This is the magic of responsibility. How many times have you seen the wayward sports team member be transformed by being given the captaincy? The sports manager understands the power of responsibility and giving people choice in order to make them feel empowered. It can turn the poacher into the gamekeeper overnight. The next time you’re thinking about how cynical old Brian from accounts may react to the latest changes to the office procedures, think about what might change if Brian were to be invited to take responsibility for changing the office procedures. Notice I say invited because responsibility must be taken up; it must be accepted; it cannot be imposed.

Coaching is about getting the best ‘out’ of people, which implies that it’s there to begin with, but people will only choose to give of their very best they’ feel capable of doing so, when they’re rewarded for doing so and when they’re willing to try. You can use coaching to make sure these three elements are in place or to uncover any blockages.

The coaching questions in the ARROW model are designed to generate responsibility, e.g. ‘What are YOU going to do?’, ‘When are YOU going to do it? etc. It’s ok for you to put people on the spot a little bit with these sorts of questions, and we need to if we really want to improve performance at work. While we continue to do things for people that they can (and sometimes need) to do for themselves we actually have not helped at all.


Trust: The most vital ingredient in coaching

Written by Matt Somers on . Posted in Coaching principles

Coaching Skills Series

This is one of many articles I intend to post this year considering the range of principles, skills and experiences you’ll need to be an effective coaching manager for the people in your team.

This post is all about trust. The next one will look at encouraging coachees to welcome self-responsibility.

trustI believe that increasing and improving levels of trust in organizations would make a massive difference. The absence of trust leads to a host of unnecessary, time consuming, and bureaucratic processes that few people would miss if they disappeared. If we can’t trust people not to fiddle their expenses, do we really want them let loose on our customers and suppliers where they could do far more damage? Rather than tying managers up in ‘back to work’ interviews would it not be better to have them examine a culture so deficient that people would rather lie about their health than come in to work? Call me naive but I believe that there is a better way and that a coaching approach facilitates it. Let’s first examine the components of trust in a coaching relationship.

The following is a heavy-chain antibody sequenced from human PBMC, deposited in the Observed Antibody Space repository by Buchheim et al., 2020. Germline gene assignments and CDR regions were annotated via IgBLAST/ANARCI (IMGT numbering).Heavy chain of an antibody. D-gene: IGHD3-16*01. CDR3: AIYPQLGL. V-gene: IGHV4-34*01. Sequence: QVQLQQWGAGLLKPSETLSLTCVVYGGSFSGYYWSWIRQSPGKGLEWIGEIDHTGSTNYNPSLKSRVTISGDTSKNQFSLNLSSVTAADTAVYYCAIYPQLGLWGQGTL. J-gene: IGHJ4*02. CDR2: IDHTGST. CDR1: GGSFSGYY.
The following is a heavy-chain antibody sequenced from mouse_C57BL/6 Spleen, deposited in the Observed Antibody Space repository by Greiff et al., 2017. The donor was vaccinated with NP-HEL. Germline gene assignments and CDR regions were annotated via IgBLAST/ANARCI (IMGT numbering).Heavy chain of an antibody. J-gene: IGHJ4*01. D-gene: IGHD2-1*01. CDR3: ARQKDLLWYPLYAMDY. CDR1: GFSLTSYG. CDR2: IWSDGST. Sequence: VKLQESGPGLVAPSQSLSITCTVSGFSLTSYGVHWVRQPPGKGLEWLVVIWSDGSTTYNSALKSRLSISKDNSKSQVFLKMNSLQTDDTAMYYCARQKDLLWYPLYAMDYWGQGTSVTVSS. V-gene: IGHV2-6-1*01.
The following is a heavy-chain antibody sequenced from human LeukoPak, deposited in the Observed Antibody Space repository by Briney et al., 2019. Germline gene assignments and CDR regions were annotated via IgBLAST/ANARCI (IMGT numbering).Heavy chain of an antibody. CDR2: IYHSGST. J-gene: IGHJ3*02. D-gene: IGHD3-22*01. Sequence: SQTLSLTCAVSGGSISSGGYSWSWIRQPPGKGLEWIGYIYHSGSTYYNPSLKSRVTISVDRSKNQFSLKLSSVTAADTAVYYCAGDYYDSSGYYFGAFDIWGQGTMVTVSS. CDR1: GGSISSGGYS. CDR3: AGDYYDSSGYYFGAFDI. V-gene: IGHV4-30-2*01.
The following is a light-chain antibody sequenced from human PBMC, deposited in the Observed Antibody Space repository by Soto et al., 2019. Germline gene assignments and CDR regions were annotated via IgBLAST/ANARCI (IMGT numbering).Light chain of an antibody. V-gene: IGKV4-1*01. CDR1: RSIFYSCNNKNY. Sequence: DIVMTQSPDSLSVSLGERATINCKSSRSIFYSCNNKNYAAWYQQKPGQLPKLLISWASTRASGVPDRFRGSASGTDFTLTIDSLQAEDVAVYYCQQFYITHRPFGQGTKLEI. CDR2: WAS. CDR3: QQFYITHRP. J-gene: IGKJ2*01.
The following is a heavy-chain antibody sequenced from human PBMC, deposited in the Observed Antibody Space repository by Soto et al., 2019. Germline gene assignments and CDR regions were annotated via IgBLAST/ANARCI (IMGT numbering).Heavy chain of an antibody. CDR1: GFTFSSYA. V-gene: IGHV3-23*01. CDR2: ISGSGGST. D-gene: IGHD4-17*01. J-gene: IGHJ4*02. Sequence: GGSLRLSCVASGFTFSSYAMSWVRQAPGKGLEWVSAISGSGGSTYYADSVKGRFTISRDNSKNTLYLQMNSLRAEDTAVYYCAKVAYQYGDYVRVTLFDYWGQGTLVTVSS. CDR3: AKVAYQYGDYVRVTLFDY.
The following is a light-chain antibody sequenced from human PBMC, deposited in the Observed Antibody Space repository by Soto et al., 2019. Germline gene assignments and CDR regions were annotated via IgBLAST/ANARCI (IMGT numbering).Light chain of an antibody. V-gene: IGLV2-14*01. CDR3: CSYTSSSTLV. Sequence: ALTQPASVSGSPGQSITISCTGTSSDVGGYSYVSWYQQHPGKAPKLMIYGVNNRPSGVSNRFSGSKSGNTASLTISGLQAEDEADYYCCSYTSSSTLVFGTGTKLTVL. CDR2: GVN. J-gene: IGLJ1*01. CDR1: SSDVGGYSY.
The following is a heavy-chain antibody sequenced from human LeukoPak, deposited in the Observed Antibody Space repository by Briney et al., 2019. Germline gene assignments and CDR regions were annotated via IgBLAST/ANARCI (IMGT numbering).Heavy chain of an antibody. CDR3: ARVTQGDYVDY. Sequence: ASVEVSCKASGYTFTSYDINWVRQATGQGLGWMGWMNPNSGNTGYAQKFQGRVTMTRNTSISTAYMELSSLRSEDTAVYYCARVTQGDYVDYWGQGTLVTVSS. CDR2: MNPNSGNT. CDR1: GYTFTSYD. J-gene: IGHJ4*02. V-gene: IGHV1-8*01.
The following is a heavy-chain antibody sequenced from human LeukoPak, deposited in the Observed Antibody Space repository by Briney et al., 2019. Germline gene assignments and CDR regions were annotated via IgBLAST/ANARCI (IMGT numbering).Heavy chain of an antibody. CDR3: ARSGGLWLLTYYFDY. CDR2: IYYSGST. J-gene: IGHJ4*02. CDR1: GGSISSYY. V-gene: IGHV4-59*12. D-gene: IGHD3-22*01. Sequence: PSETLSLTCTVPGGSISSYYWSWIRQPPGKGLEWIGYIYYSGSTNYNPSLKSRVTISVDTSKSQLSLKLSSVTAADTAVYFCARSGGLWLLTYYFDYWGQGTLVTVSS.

Dear Manager

I need to trust you, my coaching manager. This requires you to be a trustworthy person doing trustworthy things. I need to know that anything I might reveal in a coaching session will be treated in confidence unless I am up to something illegal, unethical or harmful. I need to know that discussing areas of my work which I find challenging will not automatically disbar me from applying for a promotion or some other advancement. I want to be able to turn to you for coaching help whether to solve a problem or make progress on an already strong area. I want you to make time for me and our coaching conversations, to be taken seriously and for you to accept I have a point of view, even if it differs from your own.

I need to trust the coaching process. I don’t want to be coached if I neither need it nor have requested it. I don’t want to be coached just because it’s my turn or because you’ve got a schedule to stick to. Do it this way if you want (and far too many do) but don’t be surprised if I don’t seem fully engaged. Don’t be surprised if I offer only superficial answers to your coaching questions and seem mistrustful of the whole thing. It’ll be because I sense it is all about you and not me.

Help me to trust myself. To become the best I can be and achieve my potential at work I need someone who believes in me, even when I’ve lost faith in myself. You’re my manager; I respect your position and what you’ve achieved and your backing and support means a lot. With it I can achieve great things which creates a ‘win’ for you, me and our organization alike. Without it we all lose in the end.

Thank you

To be a manager who coaches thus requires a high level of integrity and trustworthiness and quite right too. Managers who coach in a climate of trust find they have advantages when things go wrong and/or pressure builds because their people are more willing to ‘go into bat’ for them when needs be. People who work for managers they cannot trust or who don’t believe they are trusted themselves tend not to do this and in extreme cases will look to sabotage the manager’s efforts